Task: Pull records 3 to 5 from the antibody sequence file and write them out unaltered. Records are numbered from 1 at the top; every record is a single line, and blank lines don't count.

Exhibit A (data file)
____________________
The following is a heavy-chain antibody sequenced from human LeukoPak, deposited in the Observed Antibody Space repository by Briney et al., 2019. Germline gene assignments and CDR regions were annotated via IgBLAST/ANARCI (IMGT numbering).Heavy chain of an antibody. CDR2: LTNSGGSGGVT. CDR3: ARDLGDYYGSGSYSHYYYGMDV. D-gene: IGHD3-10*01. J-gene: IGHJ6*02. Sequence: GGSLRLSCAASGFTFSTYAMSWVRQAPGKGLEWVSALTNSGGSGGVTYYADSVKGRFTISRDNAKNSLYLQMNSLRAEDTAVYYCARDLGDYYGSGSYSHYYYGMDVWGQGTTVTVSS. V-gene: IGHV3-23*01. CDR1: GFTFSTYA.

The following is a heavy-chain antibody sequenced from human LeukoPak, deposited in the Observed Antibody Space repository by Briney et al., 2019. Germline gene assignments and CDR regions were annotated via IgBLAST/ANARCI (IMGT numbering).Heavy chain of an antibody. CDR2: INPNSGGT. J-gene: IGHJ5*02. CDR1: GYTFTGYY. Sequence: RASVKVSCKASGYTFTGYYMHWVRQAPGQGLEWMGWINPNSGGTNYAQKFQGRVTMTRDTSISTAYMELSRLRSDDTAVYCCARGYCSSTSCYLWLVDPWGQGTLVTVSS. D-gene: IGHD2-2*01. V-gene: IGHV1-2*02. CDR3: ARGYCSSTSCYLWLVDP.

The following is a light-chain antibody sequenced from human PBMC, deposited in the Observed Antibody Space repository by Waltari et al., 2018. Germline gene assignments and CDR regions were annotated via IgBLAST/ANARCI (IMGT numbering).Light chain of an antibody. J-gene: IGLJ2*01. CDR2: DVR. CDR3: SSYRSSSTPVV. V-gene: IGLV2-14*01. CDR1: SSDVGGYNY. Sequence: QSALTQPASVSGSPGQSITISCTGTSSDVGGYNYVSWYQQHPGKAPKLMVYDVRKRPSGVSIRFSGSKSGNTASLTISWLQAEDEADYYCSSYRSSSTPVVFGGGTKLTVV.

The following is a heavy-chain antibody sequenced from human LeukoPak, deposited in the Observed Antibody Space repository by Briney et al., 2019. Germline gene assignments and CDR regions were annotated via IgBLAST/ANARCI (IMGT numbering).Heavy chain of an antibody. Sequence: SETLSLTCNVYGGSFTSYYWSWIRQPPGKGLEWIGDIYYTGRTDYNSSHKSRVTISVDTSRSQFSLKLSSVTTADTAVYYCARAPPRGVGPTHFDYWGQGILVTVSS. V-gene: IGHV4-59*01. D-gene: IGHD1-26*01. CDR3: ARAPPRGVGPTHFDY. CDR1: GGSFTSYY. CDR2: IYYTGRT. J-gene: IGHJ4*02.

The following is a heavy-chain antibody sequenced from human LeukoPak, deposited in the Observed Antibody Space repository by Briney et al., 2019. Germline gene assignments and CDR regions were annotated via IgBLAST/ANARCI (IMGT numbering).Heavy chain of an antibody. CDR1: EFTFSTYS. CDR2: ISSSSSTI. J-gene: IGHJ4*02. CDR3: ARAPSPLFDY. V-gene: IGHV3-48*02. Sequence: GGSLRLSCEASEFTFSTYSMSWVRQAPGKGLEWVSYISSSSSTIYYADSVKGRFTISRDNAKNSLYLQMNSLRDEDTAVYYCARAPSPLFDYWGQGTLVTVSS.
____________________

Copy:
The following is a light-chain antibody sequenced from human PBMC, deposited in the Observed Antibody Space repository by Waltari et al., 2018. Germline gene assignments and CDR regions were annotated via IgBLAST/ANARCI (IMGT numbering).Light chain of an antibody. J-gene: IGLJ2*01. CDR2: DVR. CDR3: SSYRSSSTPVV. V-gene: IGLV2-14*01. CDR1: SSDVGGYNY. Sequence: QSALTQPASVSGSPGQSITISCTGTSSDVGGYNYVSWYQQHPGKAPKLMVYDVRKRPSGVSIRFSGSKSGNTASLTISWLQAEDEADYYCSSYRSSSTPVVFGGGTKLTVV.

The following is a heavy-chain antibody sequenced from human LeukoPak, deposited in the Observed Antibody Space repository by Briney et al., 2019. Germline gene assignments and CDR regions were annotated via IgBLAST/ANARCI (IMGT numbering).Heavy chain of an antibody. Sequence: SETLSLTCNVYGGSFTSYYWSWIRQPPGKGLEWIGDIYYTGRTDYNSSHKSRVTISVDTSRSQFSLKLSSVTTADTAVYYCARAPPRGVGPTHFDYWGQGILVTVSS. V-gene: IGHV4-59*01. D-gene: IGHD1-26*01. CDR3: ARAPPRGVGPTHFDY. CDR1: GGSFTSYY. CDR2: IYYTGRT. J-gene: IGHJ4*02.

The following is a heavy-chain antibody sequenced from human LeukoPak, deposited in the Observed Antibody Space repository by Briney et al., 2019. Germline gene assignments and CDR regions were annotated via IgBLAST/ANARCI (IMGT numbering).Heavy chain of an antibody. CDR1: EFTFSTYS. CDR2: ISSSSSTI. J-gene: IGHJ4*02. CDR3: ARAPSPLFDY. V-gene: IGHV3-48*02. Sequence: GGSLRLSCEASEFTFSTYSMSWVRQAPGKGLEWVSYISSSSSTIYYADSVKGRFTISRDNAKNSLYLQMNSLRDEDTAVYYCARAPSPLFDYWGQGTLVTVSS.